7 Surprising Tips For Breaking Out Of Procrastination Prison

7 Surprising Tips For Breaking Out Of Procrastination Prison

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Image Credit | Viktor Hanacek

Okay, let’s be honest here. There’s probably something else you should be doing right now.

You should fix that leaky tap, or kick off your Spanish learning project, or start on that university assignment. You know, the one that’s due tomorrow.  At 9:00 am.

Heck, I’ve even been procrastinating on writing this blog post.  Pretty ironic, I know.

You’ve probably already tried things like “starting simple,” “breaking it down,” and “keeping yourself accountable” to take down procrastination.

But what you probably don’t know is that many counterintuitive tricks are out there that are even more effective at fighting the problem. So stay with me and procrastinate just a little while longer.

Let’s review seven surprising ways you can break out of procrastination prison.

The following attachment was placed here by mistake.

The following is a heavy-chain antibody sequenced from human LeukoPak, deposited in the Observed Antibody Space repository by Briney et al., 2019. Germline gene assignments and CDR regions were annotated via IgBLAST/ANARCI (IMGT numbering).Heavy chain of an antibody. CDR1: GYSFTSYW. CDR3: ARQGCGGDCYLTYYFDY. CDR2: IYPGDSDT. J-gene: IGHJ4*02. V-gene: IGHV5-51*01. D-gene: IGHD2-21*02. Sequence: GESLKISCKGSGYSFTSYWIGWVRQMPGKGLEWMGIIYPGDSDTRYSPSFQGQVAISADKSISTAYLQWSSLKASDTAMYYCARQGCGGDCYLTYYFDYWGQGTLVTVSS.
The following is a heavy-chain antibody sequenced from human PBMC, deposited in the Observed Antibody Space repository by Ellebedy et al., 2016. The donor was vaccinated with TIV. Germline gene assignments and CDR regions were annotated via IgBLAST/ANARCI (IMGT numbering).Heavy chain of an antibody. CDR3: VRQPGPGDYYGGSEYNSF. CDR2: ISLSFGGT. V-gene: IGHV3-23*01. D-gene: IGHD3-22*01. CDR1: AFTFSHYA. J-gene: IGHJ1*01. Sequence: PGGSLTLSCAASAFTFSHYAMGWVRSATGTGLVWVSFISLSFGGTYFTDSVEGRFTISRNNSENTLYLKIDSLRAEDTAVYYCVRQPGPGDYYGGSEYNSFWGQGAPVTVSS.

1. Keep your goals top secret

So you’ve decided to start an exciting new project, something that will truly make your life better, and maybe make other people’s lives better too. Maybe you’re taking on Arabic, learning how to code in Java, or setting up a charity.

What’s the very next thing you want to do after making that decision? You want to tell someone about it.

It seems to make perfect sense.  You get to share your excitement with somebody else, and having others in on your plan is sure to keep you accountable, right?

Actually, research has shown that you are less likely to reach your goals if you first broadcast your intentions to other people.

Talking about your goals tricks your brain into thinking that you’ve already accomplished them and reduces the motivation required to actually execute. You get left in a state of procrastination limbo where you feel great about your goals but aren’t actually doing anything about them.  The same thing happens when you try visualizing success in your head too.

So keep your goals to yourself, put your head down, and get to it!

 

2. Don’t make a plan

You’ve probably heard the phrase “fail to plan, plan to fail.”

It sounds very logical.  Draw up a nice big roadmap, and it’ll help you navigate your way to success more easily, right? Not quite.  Because planning isn’t progress.  It’s all too easy to get stuck in the planning stage of a project and never actually get anywhere.

What you want to do instead is simply break into your project.  Start somewhere, anywhere.

Pick an entry point and decide on the first task for your project.  Break that task down until you have an action you can do right now in under two minutes. Then do it.